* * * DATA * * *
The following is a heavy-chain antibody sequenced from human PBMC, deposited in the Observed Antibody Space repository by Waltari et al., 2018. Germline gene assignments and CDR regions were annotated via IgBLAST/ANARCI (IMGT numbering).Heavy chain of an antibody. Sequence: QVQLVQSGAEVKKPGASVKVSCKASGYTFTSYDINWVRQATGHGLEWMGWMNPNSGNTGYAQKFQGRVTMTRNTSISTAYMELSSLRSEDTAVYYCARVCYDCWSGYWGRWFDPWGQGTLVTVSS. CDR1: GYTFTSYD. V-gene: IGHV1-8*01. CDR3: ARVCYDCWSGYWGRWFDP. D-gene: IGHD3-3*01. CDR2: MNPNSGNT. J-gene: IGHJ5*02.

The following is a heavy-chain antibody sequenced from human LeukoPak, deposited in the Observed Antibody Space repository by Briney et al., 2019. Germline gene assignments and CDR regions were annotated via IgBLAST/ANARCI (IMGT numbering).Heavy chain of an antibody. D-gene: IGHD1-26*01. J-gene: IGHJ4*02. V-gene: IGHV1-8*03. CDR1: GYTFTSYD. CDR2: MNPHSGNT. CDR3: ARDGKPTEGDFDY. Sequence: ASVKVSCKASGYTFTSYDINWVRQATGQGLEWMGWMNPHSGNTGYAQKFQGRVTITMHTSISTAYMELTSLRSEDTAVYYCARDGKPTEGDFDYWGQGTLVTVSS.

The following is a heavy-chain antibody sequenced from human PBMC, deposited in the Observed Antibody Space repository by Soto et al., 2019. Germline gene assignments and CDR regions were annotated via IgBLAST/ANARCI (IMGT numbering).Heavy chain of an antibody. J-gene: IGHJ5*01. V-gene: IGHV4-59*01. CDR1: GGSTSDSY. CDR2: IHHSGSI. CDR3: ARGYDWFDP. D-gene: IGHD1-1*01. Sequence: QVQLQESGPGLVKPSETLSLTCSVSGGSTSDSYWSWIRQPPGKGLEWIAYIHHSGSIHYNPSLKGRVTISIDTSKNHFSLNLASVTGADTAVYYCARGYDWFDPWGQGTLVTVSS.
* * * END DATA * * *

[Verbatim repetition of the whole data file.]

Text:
The following is a heavy-chain antibody sequenced from human PBMC, deposited in the Observed Antibody Space repository by Waltari et al., 2018. Germline gene assignments and CDR regions were annotated via IgBLAST/ANARCI (IMGT numbering).Heavy chain of an antibody. Sequence: QVQLVQSGAEVKKPGASVKVSCKASGYTFTSYDINWVRQATGHGLEWMGWMNPNSGNTGYAQKFQGRVTMTRNTSISTAYMELSSLRSEDTAVYYCARVCYDCWSGYWGRWFDPWGQGTLVTVSS. CDR1: GYTFTSYD. V-gene: IGHV1-8*01. CDR3: ARVCYDCWSGYWGRWFDP. D-gene: IGHD3-3*01. CDR2: MNPNSGNT. J-gene: IGHJ5*02.

The following is a heavy-chain antibody sequenced from human LeukoPak, deposited in the Observed Antibody Space repository by Briney et al., 2019. Germline gene assignments and CDR regions were annotated via IgBLAST/ANARCI (IMGT numbering).Heavy chain of an antibody. D-gene: IGHD1-26*01. J-gene: IGHJ4*02. V-gene: IGHV1-8*03. CDR1: GYTFTSYD. CDR2: MNPHSGNT. CDR3: ARDGKPTEGDFDY. Sequence: ASVKVSCKASGYTFTSYDINWVRQATGQGLEWMGWMNPHSGNTGYAQKFQGRVTITMHTSISTAYMELTSLRSEDTAVYYCARDGKPTEGDFDYWGQGTLVTVSS.

The following is a heavy-chain antibody sequenced from human PBMC, deposited in the Observed Antibody Space repository by Soto et al., 2019. Germline gene assignments and CDR regions were annotated via IgBLAST/ANARCI (IMGT numbering).Heavy chain of an antibody. J-gene: IGHJ5*01. V-gene: IGHV4-59*01. CDR1: GGSTSDSY. CDR2: IHHSGSI. CDR3: ARGYDWFDP. D-gene: IGHD1-1*01. Sequence: QVQLQESGPGLVKPSETLSLTCSVSGGSTSDSYWSWIRQPPGKGLEWIAYIHHSGSIHYNPSLKGRVTISIDTSKNHFSLNLASVTGADTAVYYCARGYDWFDPWGQGTLVTVSS.